Guest Blog: Beverley-Ann Perera-Anderson – Sweet Dreams

Everyone experiences distressing events at various occasions in their life. These events can go on to cause various different problems for different people, some may experience post-traumatic stress disorder (PTSD) which affects them emotionally after the incident has occurred.  Help might be in hand for this group, a new study compiled by the University of California, Berkeley has found that gaining an understanding in rapid eye movement (REM) sleep, a stage in sleep where there is a sharp decrease in norepinephrine (a chemical linked to stress) could help patients with PTSD.

The study recruited 35 volunteers which were spilt-up into two groups.  Both groups were shown 150 images that were intended to stir an emotional reaction within the participants.  After viewing the images one group was allowed to have a good night’s rest, while the other group was forced to stay awake.  Both groups were then shown  the images for a second time whilst inside a MRI scanner.  This was required so the researcher could map the blood flow in the brain allowing them to understand which regions were activated.  The group that was allowed to have a nights rest displayed less activation in their amygdale which is a region in the brain that is linked with emotions.  This group also displayed  an increase in activation in the prefrontal cortex which is associated with rational thinking.   Results showed that the non-sleeping group stated they experienced a higher amount of emotional response when viewing the pictures for the second time.

Researchers from this study believe that the chemical changes that are experienced in the brain whilst a person is in REM sleep might just explain how the body makes these changes. One researcher stated, when an individual processing previous emotional experiences during the REM stage of sleep awakes the following morning those previous experiences have been softened.  This then results in the person feeling better about the situation and experiencing the feeling that they are able to cope.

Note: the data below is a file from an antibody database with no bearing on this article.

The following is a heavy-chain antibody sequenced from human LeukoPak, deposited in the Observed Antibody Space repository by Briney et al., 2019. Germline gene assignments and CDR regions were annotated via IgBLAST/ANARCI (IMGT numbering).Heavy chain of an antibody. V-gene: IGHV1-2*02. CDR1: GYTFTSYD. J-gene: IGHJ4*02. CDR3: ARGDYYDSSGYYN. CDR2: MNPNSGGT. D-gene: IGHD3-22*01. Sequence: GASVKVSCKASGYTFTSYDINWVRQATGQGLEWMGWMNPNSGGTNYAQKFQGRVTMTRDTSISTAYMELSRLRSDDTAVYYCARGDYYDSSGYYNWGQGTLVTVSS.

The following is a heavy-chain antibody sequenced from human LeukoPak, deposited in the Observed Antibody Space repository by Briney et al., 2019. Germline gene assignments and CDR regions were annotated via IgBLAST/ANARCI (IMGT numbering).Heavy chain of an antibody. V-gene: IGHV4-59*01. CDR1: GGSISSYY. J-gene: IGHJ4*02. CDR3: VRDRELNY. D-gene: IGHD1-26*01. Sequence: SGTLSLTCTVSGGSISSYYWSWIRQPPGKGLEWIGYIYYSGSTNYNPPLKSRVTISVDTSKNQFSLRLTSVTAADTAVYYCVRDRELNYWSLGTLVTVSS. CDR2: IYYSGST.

However it is important to bare in mind that there is more to PTSD then having a good night’s rest, it is likely there are additional factors that also play a role.  A clinical psychologist has suggested that in individuals that have experience a severe trauma, it might be too difficult for them  to process this event during their sleep cycle, especially if the incident had a dramatic affect on the person everyday life.

About Julia Manning

Julia is a social pioneer, writer and campaigner. She studied visual science at City University and became a member of the College of Optometrists in 1991, later specialising in visual impairment and diabetes. During her career in optometry, she lectured at City University, was a visiting clinician at the Royal Free Hospital and worked with Primary Care Trusts. She ran a domiciliary practice across south London and was a Director of the UK Institute of Optometry. Julia formed 20/20Health in 2006. Becoming an expert in digital health solutions, she led on the NHS–USA Veterans’ Health Digital Health Exchange Programme and was co-founder of the Health Tech and You Awards with Axa PPP and the Design Museum. Her research interests are now in harnessing digital to improve personal health, and she is a PhD candidate in Human Computer Interaction (HCI) at UCL. She is also dedicated to creating a sustainable Whole School Wellbeing Community model for schools that builds relationships, discovers assets and develops life skills. She is a member of the Royal Society of Medicine’s Digital Health Council. Julia has shared 2020health's research widely in the media (BBC News, ITV, Channel 5 News, BBC 1′s The Big Questions & Victoria Derbyshire, BBC Radio 4 Today, PM and Woman's Hour, LBC) and has taken part in debates and contributed to BBC’s Newsnight, Panorama, You and Yours and ITV’s The Week.
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